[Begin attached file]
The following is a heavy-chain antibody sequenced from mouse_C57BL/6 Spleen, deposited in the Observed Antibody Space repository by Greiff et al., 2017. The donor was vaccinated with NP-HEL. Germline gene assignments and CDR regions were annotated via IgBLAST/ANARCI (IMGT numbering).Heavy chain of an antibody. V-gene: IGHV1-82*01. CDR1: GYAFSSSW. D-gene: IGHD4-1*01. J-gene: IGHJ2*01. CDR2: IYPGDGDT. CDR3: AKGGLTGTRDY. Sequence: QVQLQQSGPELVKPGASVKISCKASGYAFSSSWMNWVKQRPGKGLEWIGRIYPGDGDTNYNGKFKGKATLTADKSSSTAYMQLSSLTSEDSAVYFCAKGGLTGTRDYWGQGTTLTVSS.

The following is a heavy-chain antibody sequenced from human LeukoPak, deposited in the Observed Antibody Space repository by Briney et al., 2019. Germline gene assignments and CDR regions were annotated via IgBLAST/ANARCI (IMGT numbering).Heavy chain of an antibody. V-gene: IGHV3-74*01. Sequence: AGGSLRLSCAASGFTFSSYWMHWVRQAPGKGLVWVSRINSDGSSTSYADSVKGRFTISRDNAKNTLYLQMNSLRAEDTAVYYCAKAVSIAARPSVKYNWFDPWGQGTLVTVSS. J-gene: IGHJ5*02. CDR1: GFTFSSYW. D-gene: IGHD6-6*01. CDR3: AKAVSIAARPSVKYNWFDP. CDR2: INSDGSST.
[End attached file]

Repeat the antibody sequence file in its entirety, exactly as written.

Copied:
The following is a heavy-chain antibody sequenced from mouse_C57BL/6 Spleen, deposited in the Observed Antibody Space repository by Greiff et al., 2017. The donor was vaccinated with NP-HEL. Germline gene assignments and CDR regions were annotated via IgBLAST/ANARCI (IMGT numbering).Heavy chain of an antibody. V-gene: IGHV1-82*01. CDR1: GYAFSSSW. D-gene: IGHD4-1*01. J-gene: IGHJ2*01. CDR2: IYPGDGDT. CDR3: AKGGLTGTRDY. Sequence: QVQLQQSGPELVKPGASVKISCKASGYAFSSSWMNWVKQRPGKGLEWIGRIYPGDGDTNYNGKFKGKATLTADKSSSTAYMQLSSLTSEDSAVYFCAKGGLTGTRDYWGQGTTLTVSS.

The following is a heavy-chain antibody sequenced from human LeukoPak, deposited in the Observed Antibody Space repository by Briney et al., 2019. Germline gene assignments and CDR regions were annotated via IgBLAST/ANARCI (IMGT numbering).Heavy chain of an antibody. V-gene: IGHV3-74*01. Sequence: AGGSLRLSCAASGFTFSSYWMHWVRQAPGKGLVWVSRINSDGSSTSYADSVKGRFTISRDNAKNTLYLQMNSLRAEDTAVYYCAKAVSIAARPSVKYNWFDPWGQGTLVTVSS. J-gene: IGHJ5*02. CDR1: GFTFSSYW. D-gene: IGHD6-6*01. CDR3: AKAVSIAARPSVKYNWFDP. CDR2: INSDGSST.